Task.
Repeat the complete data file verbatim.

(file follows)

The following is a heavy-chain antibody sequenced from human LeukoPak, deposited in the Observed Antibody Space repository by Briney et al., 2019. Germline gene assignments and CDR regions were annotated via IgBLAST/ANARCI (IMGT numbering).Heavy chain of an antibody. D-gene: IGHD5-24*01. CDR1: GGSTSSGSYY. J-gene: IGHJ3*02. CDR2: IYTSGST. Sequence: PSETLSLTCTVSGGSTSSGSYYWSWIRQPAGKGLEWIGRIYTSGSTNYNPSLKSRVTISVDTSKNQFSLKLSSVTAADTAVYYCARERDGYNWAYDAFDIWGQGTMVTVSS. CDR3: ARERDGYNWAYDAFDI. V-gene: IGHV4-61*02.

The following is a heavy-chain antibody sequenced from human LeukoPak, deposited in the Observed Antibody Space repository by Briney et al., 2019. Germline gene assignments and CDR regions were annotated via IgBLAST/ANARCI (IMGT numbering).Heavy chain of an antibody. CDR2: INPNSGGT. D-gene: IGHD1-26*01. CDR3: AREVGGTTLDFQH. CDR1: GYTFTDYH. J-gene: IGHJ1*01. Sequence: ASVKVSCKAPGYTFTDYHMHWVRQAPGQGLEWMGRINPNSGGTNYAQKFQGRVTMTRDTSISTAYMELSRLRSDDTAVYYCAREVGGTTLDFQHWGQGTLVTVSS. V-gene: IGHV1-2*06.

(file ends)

The following is a heavy-chain antibody sequenced from human LeukoPak, deposited in the Observed Antibody Space repository by Briney et al., 2019. Germline gene assignments and CDR regions were annotated via IgBLAST/ANARCI (IMGT numbering).Heavy chain of an antibody. D-gene: IGHD5-24*01. CDR1: GGSTSSGSYY. J-gene: IGHJ3*02. CDR2: IYTSGST. Sequence: PSETLSLTCTVSGGSTSSGSYYWSWIRQPAGKGLEWIGRIYTSGSTNYNPSLKSRVTISVDTSKNQFSLKLSSVTAADTAVYYCARERDGYNWAYDAFDIWGQGTMVTVSS. CDR3: ARERDGYNWAYDAFDI. V-gene: IGHV4-61*02.

The following is a heavy-chain antibody sequenced from human LeukoPak, deposited in the Observed Antibody Space repository by Briney et al., 2019. Germline gene assignments and CDR regions were annotated via IgBLAST/ANARCI (IMGT numbering).Heavy chain of an antibody. CDR2: INPNSGGT. D-gene: IGHD1-26*01. CDR3: AREVGGTTLDFQH. CDR1: GYTFTDYH. J-gene: IGHJ1*01. Sequence: ASVKVSCKAPGYTFTDYHMHWVRQAPGQGLEWMGRINPNSGGTNYAQKFQGRVTMTRDTSISTAYMELSRLRSDDTAVYYCAREVGGTTLDFQHWGQGTLVTVSS. V-gene: IGHV1-2*06.